The Bill and Melinda Gates Foundation just announced a recent round of inestments with a larg portion of the US$20 million going towards developing learning tools. The Gates Foundation is partnering with The Pearson Foundation, Digital Youth Network, and many otheres to develop gamified learning experiences for children.
In response to an earlier article in Foreign Policy, Al Jazeera’s The Stream interviewed Jane McGonigal with a discussion on terrorism and gamification. Gamification is fundamentally a process of including game-elements outside of games, “when you start using this for bad, the implications… can be extraordinary.” Jane McGonigal is not excited about having “more motivated, more optimistic, and more engaged people thinking about terrorism.” The conclusion is that we must be thoughtful and ethical in everything we do, including gamification.
With the Gates Foundation and programs like the Khan Academy giving their attention to educating children through gamification, advertisers are also following the pack. A recent New York Times article by Matt Richtel took a comprehensive look at advergaming aimed at children, and here Libe Goad of ZDNet asks whether this is an example of gamification gone wrong. “Is it OK for children, who might not understand the difference between a cool game experience and advertising, to be the target of such effective marketing?”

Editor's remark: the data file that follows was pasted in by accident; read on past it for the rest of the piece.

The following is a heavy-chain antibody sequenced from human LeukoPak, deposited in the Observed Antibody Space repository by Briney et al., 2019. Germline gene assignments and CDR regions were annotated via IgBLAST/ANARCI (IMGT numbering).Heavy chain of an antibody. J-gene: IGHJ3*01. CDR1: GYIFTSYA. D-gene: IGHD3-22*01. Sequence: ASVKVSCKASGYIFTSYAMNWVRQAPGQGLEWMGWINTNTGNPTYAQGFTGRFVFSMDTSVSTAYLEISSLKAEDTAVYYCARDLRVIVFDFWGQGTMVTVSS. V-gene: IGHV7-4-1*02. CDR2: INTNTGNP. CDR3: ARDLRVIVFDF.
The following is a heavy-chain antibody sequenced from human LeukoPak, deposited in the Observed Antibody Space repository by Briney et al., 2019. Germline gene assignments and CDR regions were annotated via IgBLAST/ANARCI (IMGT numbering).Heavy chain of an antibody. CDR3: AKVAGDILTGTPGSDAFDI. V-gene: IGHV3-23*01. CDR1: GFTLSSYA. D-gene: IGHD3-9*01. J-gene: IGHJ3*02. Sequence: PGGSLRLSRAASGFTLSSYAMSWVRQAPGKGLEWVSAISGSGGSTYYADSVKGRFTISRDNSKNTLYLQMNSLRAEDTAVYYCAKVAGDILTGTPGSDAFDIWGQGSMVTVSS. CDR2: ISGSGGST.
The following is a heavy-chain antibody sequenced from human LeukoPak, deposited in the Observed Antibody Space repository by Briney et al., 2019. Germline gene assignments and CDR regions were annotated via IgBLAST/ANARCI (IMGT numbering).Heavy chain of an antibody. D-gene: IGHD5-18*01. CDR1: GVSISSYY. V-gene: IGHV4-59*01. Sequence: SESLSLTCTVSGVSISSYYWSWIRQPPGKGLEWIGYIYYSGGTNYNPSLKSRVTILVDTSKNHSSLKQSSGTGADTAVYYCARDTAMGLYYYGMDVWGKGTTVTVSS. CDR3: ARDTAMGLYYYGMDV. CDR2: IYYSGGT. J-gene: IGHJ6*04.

Gamification and the science of engagement are beginning to go mainstream as the Enterprise Engagement Alliance (EEA) plans to launch a formal curriculum and certification program. “EEA designed the program specifically to help individuals and organizations create actionable engagement strategies and will address economics and metrics, critical implementation steps, and required tools for engagement strategies.” The EEA has been working in customer and employee engagement for a while now. It will be interesting to see how it engages with gamification.
Working through my own emails have been a pain. Luckily there is a solution: FastCo Design covers “The Email Game” that transforms the process of working through your incoming email list into “something more adrenalizing, like speed chess”. The more emails you knock down, the more points you earn. FastCo is a fan, and we are excited to try it out.
From Gamification.Co this week we announced our upcoming Gamification Summit here in New York, also Gabe Zichermann’s article on the “Purpose of gamificaiton” has been buzzing. Although we covered it earlier, it continues to be a hot topic. If you haven’t read it yet, I encourage you to take a look.
Also on the radar: What Can Terrorists Learn from Video Games?,